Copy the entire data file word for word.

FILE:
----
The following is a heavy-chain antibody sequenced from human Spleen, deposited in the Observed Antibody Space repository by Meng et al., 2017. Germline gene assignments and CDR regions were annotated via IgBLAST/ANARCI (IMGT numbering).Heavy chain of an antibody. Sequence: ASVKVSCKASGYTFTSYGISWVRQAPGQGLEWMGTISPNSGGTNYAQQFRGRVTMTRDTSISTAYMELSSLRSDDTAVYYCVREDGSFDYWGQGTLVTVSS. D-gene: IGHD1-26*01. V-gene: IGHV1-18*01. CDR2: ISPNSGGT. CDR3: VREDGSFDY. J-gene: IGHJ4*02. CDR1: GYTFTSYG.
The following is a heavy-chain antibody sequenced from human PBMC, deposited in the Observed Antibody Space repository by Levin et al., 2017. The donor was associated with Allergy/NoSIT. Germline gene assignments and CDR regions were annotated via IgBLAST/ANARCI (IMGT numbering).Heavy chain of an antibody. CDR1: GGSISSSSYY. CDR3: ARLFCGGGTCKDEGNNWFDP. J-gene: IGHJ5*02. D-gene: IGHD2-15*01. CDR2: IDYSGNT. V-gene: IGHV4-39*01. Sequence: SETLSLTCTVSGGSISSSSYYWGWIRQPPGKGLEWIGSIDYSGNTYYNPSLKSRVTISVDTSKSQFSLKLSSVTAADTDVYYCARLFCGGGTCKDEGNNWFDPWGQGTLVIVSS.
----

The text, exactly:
The following is a heavy-chain antibody sequenced from human Spleen, deposited in the Observed Antibody Space repository by Meng et al., 2017. Germline gene assignments and CDR regions were annotated via IgBLAST/ANARCI (IMGT numbering).Heavy chain of an antibody. Sequence: ASVKVSCKASGYTFTSYGISWVRQAPGQGLEWMGTISPNSGGTNYAQQFRGRVTMTRDTSISTAYMELSSLRSDDTAVYYCVREDGSFDYWGQGTLVTVSS. D-gene: IGHD1-26*01. V-gene: IGHV1-18*01. CDR2: ISPNSGGT. CDR3: VREDGSFDY. J-gene: IGHJ4*02. CDR1: GYTFTSYG.
The following is a heavy-chain antibody sequenced from human PBMC, deposited in the Observed Antibody Space repository by Levin et al., 2017. The donor was associated with Allergy/NoSIT. Germline gene assignments and CDR regions were annotated via IgBLAST/ANARCI (IMGT numbering).Heavy chain of an antibody. CDR1: GGSISSSSYY. CDR3: ARLFCGGGTCKDEGNNWFDP. J-gene: IGHJ5*02. D-gene: IGHD2-15*01. CDR2: IDYSGNT. V-gene: IGHV4-39*01. Sequence: SETLSLTCTVSGGSISSSSYYWGWIRQPPGKGLEWIGSIDYSGNTYYNPSLKSRVTISVDTSKSQFSLKLSSVTAADTDVYYCARLFCGGGTCKDEGNNWFDPWGQGTLVIVSS.